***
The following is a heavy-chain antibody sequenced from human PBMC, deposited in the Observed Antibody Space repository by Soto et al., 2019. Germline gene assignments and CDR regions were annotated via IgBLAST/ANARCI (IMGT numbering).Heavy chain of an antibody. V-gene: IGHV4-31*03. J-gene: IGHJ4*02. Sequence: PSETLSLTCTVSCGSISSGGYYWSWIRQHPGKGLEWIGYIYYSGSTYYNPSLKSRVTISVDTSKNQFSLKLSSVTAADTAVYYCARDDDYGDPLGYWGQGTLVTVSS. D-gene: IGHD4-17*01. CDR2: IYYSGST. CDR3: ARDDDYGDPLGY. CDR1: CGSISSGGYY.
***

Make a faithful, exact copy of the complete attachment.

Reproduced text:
The following is a heavy-chain antibody sequenced from human PBMC, deposited in the Observed Antibody Space repository by Soto et al., 2019. Germline gene assignments and CDR regions were annotated via IgBLAST/ANARCI (IMGT numbering).Heavy chain of an antibody. V-gene: IGHV4-31*03. J-gene: IGHJ4*02. Sequence: PSETLSLTCTVSCGSISSGGYYWSWIRQHPGKGLEWIGYIYYSGSTYYNPSLKSRVTISVDTSKNQFSLKLSSVTAADTAVYYCARDDDYGDPLGYWGQGTLVTVSS. D-gene: IGHD4-17*01. CDR2: IYYSGST. CDR3: ARDDDYGDPLGY. CDR1: CGSISSGGYY.